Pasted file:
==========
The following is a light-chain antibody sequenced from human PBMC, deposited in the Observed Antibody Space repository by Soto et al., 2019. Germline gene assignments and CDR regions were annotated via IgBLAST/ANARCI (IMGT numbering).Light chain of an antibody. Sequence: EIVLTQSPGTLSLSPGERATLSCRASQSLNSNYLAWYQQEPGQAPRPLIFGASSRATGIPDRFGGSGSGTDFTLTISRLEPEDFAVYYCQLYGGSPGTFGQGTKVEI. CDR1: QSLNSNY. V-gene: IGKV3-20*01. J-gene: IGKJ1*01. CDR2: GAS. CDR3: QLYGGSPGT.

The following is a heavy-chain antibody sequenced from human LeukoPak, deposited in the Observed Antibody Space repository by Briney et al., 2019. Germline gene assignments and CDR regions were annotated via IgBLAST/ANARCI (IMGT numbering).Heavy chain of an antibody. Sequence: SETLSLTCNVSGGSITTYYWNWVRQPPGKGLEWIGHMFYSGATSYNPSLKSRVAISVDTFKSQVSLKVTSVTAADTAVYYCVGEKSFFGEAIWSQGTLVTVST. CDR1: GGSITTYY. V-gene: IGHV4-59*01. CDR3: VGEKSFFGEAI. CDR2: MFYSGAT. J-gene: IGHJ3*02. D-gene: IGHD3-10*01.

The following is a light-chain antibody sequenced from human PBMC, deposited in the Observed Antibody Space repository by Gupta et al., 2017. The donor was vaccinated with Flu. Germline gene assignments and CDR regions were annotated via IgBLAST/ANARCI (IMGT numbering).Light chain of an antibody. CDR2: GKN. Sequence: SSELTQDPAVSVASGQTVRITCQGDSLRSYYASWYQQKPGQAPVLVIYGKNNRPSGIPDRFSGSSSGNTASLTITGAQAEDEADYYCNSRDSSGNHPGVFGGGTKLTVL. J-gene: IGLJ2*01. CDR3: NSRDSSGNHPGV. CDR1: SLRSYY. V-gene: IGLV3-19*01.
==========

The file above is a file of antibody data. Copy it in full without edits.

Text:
The following is a light-chain antibody sequenced from human PBMC, deposited in the Observed Antibody Space repository by Soto et al., 2019. Germline gene assignments and CDR regions were annotated via IgBLAST/ANARCI (IMGT numbering).Light chain of an antibody. Sequence: EIVLTQSPGTLSLSPGERATLSCRASQSLNSNYLAWYQQEPGQAPRPLIFGASSRATGIPDRFGGSGSGTDFTLTISRLEPEDFAVYYCQLYGGSPGTFGQGTKVEI. CDR1: QSLNSNY. V-gene: IGKV3-20*01. J-gene: IGKJ1*01. CDR2: GAS. CDR3: QLYGGSPGT.

The following is a heavy-chain antibody sequenced from human LeukoPak, deposited in the Observed Antibody Space repository by Briney et al., 2019. Germline gene assignments and CDR regions were annotated via IgBLAST/ANARCI (IMGT numbering).Heavy chain of an antibody. Sequence: SETLSLTCNVSGGSITTYYWNWVRQPPGKGLEWIGHMFYSGATSYNPSLKSRVAISVDTFKSQVSLKVTSVTAADTAVYYCVGEKSFFGEAIWSQGTLVTVST. CDR1: GGSITTYY. V-gene: IGHV4-59*01. CDR3: VGEKSFFGEAI. CDR2: MFYSGAT. J-gene: IGHJ3*02. D-gene: IGHD3-10*01.

The following is a light-chain antibody sequenced from human PBMC, deposited in the Observed Antibody Space repository by Gupta et al., 2017. The donor was vaccinated with Flu. Germline gene assignments and CDR regions were annotated via IgBLAST/ANARCI (IMGT numbering).Light chain of an antibody. CDR2: GKN. Sequence: SSELTQDPAVSVASGQTVRITCQGDSLRSYYASWYQQKPGQAPVLVIYGKNNRPSGIPDRFSGSSSGNTASLTITGAQAEDEADYYCNSRDSSGNHPGVFGGGTKLTVL. J-gene: IGLJ2*01. CDR3: NSRDSSGNHPGV. CDR1: SLRSYY. V-gene: IGLV3-19*01.